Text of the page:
Funding

TartanSense raises $2M seed funding led by Omnivore, Blume Ventures, and BEENEXT

Agritech platform TartanSense will use the funds raised to scale its first product - BrijBot - a weed spraying robotic solution, for small cotton farmers.

Sindhu Kashyap
11th Mar 2019
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Bengaluru-based agritech and robotics platform TartanSense has raised $2 million in seed funding. The round was led by Omnivore, Blume Ventures, and BEENEXT. 


The other investors in the round included Dileep George, co-founder of Silicon Valley-based Vicarious AI (backed by Elon Musk and Jeff Bezos), GreyOrange Co-founders Akash Gupta and Samay Kohli, as well as Kush Jawahar from Featherlite. IC Universal Legal’s Chennai team, led by Sameena Chatrapathy, managed the transaction. 


With the funds raised, TartanSense plans to scale its first product - BrijBot - a weed spraying robotic solution, for small cotton farmers. The robot helps reduce weeding costs by close to 70 percent. This will help improve the profitability of cotton farming in the country. 


Founded in 2015 by Jaisimha Rao, TartanSense builds robots for small farms. The bots use AI-assisted computer vision and robotics to build precision sprayers for weed, insect and disease control. While working on his family’s coffee plantation, Jaisimha noticed the lack of data-driven decision making on the field, and founded TartanSense to bridge this gap.



Also read: Fintech platform Jai Kisan raises $1.5 million funding led by Blume Ventures



TartanSense, Agriculture, robotics

The team of TartanSense

Says Jaisimha,

“The bots are flexible enough for different crops and different kinds of fields. Robot is a tool for locomotion, the actual technology and differentiator is the AI-assisted computer vision it provides. The goal is to add harvesting capabilities as well.”  


He says affordable and portable farm robots can be helpful for farmers with small landholdings. The robots would give them access to tech AI, robotics and computer vision. Jaisimha holds a BS in Computer and Electrical Engineering from Carnegie Mellon University, and spent six years with Wall Street firm BlackRock managing portfolios of securitised products.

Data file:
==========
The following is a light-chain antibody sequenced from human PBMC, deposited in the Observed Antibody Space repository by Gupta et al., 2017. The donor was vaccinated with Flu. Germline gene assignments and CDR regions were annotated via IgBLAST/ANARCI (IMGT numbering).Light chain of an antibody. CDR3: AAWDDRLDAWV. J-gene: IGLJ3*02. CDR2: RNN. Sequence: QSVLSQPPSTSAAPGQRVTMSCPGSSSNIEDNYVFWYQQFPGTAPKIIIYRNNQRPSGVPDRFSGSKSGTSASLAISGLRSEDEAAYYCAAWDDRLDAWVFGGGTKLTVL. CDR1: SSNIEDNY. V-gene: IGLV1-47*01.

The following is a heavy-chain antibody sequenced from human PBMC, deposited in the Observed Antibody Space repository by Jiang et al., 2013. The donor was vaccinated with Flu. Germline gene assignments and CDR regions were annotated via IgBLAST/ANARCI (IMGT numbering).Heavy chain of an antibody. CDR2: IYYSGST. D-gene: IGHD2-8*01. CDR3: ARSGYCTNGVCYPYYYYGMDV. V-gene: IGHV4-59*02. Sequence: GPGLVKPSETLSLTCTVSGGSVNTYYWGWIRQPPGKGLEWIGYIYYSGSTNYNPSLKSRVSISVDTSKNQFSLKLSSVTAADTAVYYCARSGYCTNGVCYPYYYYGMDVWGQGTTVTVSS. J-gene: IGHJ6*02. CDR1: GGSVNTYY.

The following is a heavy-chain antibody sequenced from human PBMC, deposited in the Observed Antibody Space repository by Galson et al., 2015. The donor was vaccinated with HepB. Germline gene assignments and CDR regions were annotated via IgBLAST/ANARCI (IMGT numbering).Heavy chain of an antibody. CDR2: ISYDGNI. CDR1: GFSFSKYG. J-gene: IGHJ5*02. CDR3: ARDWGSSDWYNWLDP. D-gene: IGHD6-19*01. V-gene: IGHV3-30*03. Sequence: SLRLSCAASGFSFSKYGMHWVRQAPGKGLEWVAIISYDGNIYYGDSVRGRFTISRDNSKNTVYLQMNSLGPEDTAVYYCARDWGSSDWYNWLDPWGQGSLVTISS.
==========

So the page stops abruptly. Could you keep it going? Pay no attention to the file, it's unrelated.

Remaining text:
On the funding, Karthik Reddy, Managing Partner at Blume Ventures said in a press statement, “As backers of GreyOrange, we are firm believers that Indian deeptech can scale globally, and we think there are limitless possibilities for agricultural applications.” 



Also read: Hyderabad-based drone tech company is on a mission to make farmers lives easier



According to YourStory Research, at least 13 agritech startups raised total funding (disclosed amounts) of around $65.6 million in 2018, up over 21 percent from around $54 million across 18 agritech startups in 2017.


With 157.35 million hectares of agricultural land, India has the second largest area of arable land in the world. It is this scalability factor that has led to such strong interest in agritech startups from venture capitalists and private equity firms. With a reported gross value added (GVA) of agriculture and allied sectors at Rs 17.67 trillion ($274.23 billion) in FY 2018, and growing at a compound annual growth rate of 2.75 percent over FY2012-18, the sector has a strong opportunity to be disrupted through technology – something agritech startups have just started doing.


Mark Kahn, Managing Partner of Omnivore, said, “AI and robotics offer the opportunity for Indian agriculture to leapfrog into the future, bypassing legacy technologies. While the global AgriTech sector has seen multiple robotics startups, including Blue River Technology which was acquired by John Deere, TartanSense is the first Indian agritech startup focused on robotics. Omnivore is proud to support TartanSense as they bring the AI and robotics revolutions to India’s smallholder farmers.” 


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